Date: March 17, 2017
Topic: Politics Preventing Progress in Education Policy
Though Thomas Jefferson claimed that “the tax which will be paid for the purpose of education is not more than the thousandth part of what will be paid to kings… who will rise up among us if we leave the people in ignorance,” current statesmen and women have reached a political deadlock regarding education finance policy. While people along both sides of the aisle believe that the government has the duty to educate its children, the parties lack a common goal past this sentiment. Throughout my research, it has become clear that the debate around school choice illustrates the deeper underlying tones of education finance issues. The motivations behind this debate—freedom to choose one’s education versus equal opportunity for all—have deep roots that stretch further down into public education finance systems that lack voucher programs. I have come to conclude that this is because vouchers are not a new issue, instead just an extension of an age old issue. With state and federal legislative bodies unable to decide how to provide equal educational opportunities to students, politics have engulfed this important policy debate.
Given that most of my research for my final product has been regarding education finance policy in the conservative legislature of Texas, I researched an extreme liberal standpoint regarding this issue. Having done so, I believe that I am now more familiar with the polarization between the political parties preventing them from working towards a meaningful finance solution. With this intention, I was surprised by the similarities between both widely partisan policy viewpoints.
When comparing recapture legislation in Texas and a federal socialist approach to education finance, I immediately noticed a shared theme: both viewpoints believe that funding should be taken away from wealthier students and districts in order to provide for struggling districts. I believe that this does signal a common goal between both conservative and liberal thinkers. However, Texas policies rely more on redistributing the funding already in place, instead of increasing the state budget to use state money to improve struggling districts. Compared to a policy viewpoint that advocates for redistribution, as well as added funding, this illustrates a completely different paradigm to the values head across the aisle.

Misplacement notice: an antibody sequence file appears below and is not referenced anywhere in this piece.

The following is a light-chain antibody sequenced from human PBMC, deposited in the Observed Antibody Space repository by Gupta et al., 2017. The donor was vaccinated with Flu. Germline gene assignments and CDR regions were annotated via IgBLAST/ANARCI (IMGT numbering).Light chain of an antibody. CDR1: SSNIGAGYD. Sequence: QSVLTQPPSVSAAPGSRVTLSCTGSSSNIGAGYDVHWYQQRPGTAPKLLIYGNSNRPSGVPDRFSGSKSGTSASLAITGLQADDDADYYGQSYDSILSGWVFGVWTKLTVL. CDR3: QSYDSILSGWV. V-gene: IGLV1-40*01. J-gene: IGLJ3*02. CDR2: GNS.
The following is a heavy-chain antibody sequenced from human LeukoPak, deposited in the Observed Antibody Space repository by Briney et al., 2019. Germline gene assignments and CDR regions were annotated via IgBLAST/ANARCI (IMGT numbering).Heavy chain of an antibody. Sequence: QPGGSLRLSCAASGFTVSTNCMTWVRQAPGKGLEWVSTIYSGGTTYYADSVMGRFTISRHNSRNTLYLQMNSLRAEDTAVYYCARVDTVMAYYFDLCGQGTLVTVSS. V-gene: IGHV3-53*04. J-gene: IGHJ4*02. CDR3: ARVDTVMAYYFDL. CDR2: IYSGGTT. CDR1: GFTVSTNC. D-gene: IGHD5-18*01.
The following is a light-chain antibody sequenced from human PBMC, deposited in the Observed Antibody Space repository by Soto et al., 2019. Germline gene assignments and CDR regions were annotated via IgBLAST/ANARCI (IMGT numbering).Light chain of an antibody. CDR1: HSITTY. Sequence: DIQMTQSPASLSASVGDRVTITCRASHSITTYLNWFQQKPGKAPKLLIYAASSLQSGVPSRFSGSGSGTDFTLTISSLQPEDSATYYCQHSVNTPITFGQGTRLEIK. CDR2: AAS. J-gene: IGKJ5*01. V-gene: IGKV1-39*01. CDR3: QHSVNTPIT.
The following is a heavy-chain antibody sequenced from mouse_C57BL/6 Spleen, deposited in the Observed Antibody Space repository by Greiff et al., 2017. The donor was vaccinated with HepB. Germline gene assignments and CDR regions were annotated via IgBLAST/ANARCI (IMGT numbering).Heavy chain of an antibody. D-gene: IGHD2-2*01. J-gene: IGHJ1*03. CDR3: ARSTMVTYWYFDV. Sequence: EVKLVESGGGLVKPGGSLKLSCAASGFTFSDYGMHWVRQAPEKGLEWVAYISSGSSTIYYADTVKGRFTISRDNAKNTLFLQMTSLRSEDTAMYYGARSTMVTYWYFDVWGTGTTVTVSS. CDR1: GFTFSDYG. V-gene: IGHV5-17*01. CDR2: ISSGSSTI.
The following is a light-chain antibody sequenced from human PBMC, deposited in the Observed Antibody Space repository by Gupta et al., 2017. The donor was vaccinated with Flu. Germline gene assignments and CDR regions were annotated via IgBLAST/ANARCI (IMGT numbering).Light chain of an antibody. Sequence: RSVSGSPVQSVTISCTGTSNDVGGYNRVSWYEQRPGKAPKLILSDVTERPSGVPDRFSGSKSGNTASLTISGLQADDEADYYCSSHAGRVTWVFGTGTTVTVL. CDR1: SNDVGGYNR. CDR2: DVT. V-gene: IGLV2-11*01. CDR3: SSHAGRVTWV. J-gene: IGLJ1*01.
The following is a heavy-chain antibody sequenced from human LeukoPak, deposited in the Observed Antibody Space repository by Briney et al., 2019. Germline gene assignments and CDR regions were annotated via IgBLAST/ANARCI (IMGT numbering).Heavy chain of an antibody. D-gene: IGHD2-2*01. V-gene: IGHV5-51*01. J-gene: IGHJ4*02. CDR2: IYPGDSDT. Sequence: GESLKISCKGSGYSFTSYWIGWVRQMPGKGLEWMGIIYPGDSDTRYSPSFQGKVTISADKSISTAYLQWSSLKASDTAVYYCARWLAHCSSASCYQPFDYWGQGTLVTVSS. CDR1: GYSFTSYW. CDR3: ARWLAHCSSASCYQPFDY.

This, in my opinion, is the underlying tone between all debates regarding education policy in the U.S. By sharing the ideal that students in public schools should receive equal funding, it is clear that conservatives and liberals, even on the extreme, believe that students must be provided with equal opportunity. However, the level of opportunity is where I believe the ideologies begin to differ. Texas recapture legislation reveals that the state representatives and senators are opposed to providing any funding besides what is necessary to districts, ultimately bringing districts to an equal, but low standard. The socialist point of view, on the contrary, suggests that the federal government has the duty to funnel more money into schools, thus, raising struggling districts to meet currently high-performing districts. While no party or political ideology believes that students should be taught the bare minimum, school choice advocates speak for families to choose what students should be taught. I believe that this is where the discrepancies in “equal opportunity” arise.
From my research and analysis, I have come to believe that policies similar to recapture allow for public school systems to adhere to a curriculum that fosters a community where charter and private schools will prosper. This is because families who do not favor the public school curriculum will move their children into charter schools, resultantly creating competition between all schools in the given area. On the contrary, polices that air on the socialist side believe that if all public schools are held to a high curriculum and performance standard, then there will be no need for competition. These opposing viewpoints do mirror the ideologies on most other issues. However, the political deadlock regarding legislation for non-education issues is not this pronounced. I believe that by incorporating the wellbeing of children as well as the future of the workforce and economy into the rhetoric surrounding education finance policy, this issue has become so emotionally charged, that legislators and their constituents feel unable to compromise. As I continue my final product regarding this issue, I will take into account the politics of education finance, given that it has become so divisive. Additionally, I will further my research by exploring how unconventional political campaign strategies could clear the way for meaningful compromise and legislation regarding education finance.
White, Jerry. “Socialist Policies Are Necessary to Save Public Education.” Is Socialism
Harmful?, edited by Ronald D. Lankford, Jr., Greenhaven Press, 2011. At Issue.
Opposing Viewpoints in Context, link.galegroup.com/apps/doc/EJ3010759214/OVIC?u=j043905001&xid=7009c08d. Accessed 17 Mar. 2017. Originally published as “U.S.: Socialism and the Defense of Public Education,” World Socialist Web Site, 24 Dec. 2009.